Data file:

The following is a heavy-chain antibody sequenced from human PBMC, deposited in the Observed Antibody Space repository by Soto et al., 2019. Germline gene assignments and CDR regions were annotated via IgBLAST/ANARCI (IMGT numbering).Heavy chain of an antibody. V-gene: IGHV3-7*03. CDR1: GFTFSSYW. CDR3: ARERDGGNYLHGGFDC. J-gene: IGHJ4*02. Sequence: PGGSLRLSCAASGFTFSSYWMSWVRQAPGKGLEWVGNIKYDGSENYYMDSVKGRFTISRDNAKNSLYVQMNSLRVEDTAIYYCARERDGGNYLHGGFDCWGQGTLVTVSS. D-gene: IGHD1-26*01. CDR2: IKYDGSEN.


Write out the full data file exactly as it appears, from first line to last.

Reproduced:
The following is a heavy-chain antibody sequenced from human PBMC, deposited in the Observed Antibody Space repository by Soto et al., 2019. Germline gene assignments and CDR regions were annotated via IgBLAST/ANARCI (IMGT numbering).Heavy chain of an antibody. V-gene: IGHV3-7*03. CDR1: GFTFSSYW. CDR3: ARERDGGNYLHGGFDC. J-gene: IGHJ4*02. Sequence: PGGSLRLSCAASGFTFSSYWMSWVRQAPGKGLEWVGNIKYDGSENYYMDSVKGRFTISRDNAKNSLYVQMNSLRVEDTAIYYCARERDGGNYLHGGFDCWGQGTLVTVSS. D-gene: IGHD1-26*01. CDR2: IKYDGSEN.